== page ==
gms | German Medical Science

30. Internationaler Kongress der Deutschen Ophthalmochirurgen (DOC)

11.05. - 13.05.2017, Nürnberg

DOC RIDLEY LECTURE: Can accommodation be restored to the presbyopic eye?

Meeting Abstract

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  • Adrian Glasser - Adrian Glasser Consulting Services, LLC, Tampa, USA

30. Internationaler Kongress der Deutschen Ophthalmochirurgen. Nürnberg, 11.-13.05.2017. Düsseldorf: German Medical Science GMS Publishing House; 2017. DocH 6.5

doi: 10.3205/17doc005, urn:nbn:de:0183-17doc0054

Veröffentlicht: 27. April 2017

© 2017 Glasser.
Dieser Artikel ist ein Open-Access-Artikel und steht unter den Lizenzbedingungen der Creative Commons Attribution 4.0 License (Namensnennung). Lizenz-Angaben siehe



Purpose: There remains considerable interest in understanding if active accommodation can be restored to the presbyopic eye. Significant efforts over many years have still, so far, failed to bring commercially viable and clinically reliable approaches to routine clinical practice. Many of the challenges are well known, but solutions remain elusive. To successfully restore accommodation requires a sound understanding of the accommodative anatomy and mechanism, the causes of presbyopia and creative ways of solving the remaining challenges.

Methods: The results from prior published studies and publicly available information will be reviewed and discussed.

Results: The basic principles of the accommodative mechanism are well characterized, understood and generally accepted. When the young eye makes an effort to focus at near, the ciliary muscle contracts and releases zonular tension around the lens equator to allow the elastic lens capsule to mould the relatively soft young lens into a more spherical and accommodated form. Further, the basic principles underlying presbyopia are similarly well understood and generally accepted. Lens stiffness increases exponentially with increasing age, and more so in the lens nucleus than in the cortex, due to age-related changes in the lens proteins resulting ultimately in a lens that is unable to undergo accommodative changes in shape. However, the ciliary muscle continues to contract and move with an accommodative effort even in the presbyopic eye. Therefore, if the stiffening of the presbyopic lens can be reversed or if the presbyopic lens can be replaced with an artificial accommodative intraocular lens (A-IOL) capable of undergoing an accommodative change in optical power, it may be possible to restore accommodation to the presbyopic eye. Pharmacological approaches, femtosecond-laser interventions, surgical procedures and A-IOLs are all being investigated. Fundamental physiological challenges such as individual variations in size and shape of the phakic lens, retaining the natural anatomical configuration and viability of the accommodative structures and addressing post-operative changes in the eye still represent the greatest challenges.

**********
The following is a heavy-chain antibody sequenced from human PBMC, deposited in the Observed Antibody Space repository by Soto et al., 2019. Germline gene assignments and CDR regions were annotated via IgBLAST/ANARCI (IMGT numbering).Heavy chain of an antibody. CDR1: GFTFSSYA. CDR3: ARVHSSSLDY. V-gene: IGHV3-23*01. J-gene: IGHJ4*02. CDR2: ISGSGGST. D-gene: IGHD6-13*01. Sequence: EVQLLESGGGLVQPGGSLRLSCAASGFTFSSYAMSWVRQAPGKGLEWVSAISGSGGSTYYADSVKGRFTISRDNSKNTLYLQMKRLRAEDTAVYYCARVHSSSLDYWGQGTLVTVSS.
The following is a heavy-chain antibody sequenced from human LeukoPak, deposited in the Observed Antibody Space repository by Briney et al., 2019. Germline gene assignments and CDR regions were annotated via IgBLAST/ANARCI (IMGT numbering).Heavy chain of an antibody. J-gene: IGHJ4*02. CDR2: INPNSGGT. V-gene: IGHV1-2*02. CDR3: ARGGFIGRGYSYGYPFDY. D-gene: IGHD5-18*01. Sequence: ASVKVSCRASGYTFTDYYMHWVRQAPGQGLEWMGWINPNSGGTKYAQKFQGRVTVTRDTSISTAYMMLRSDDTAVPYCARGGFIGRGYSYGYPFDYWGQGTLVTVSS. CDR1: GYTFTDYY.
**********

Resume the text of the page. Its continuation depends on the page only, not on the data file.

Conclusions: There are a number of different approaches aimed at restoring accommodation that are either in early stage development or in human clinical trials, but ultimately the fundamental physiological challenges will need to be addressed for any of these approaches to be successful and to become widely adopted in routine clinical practice.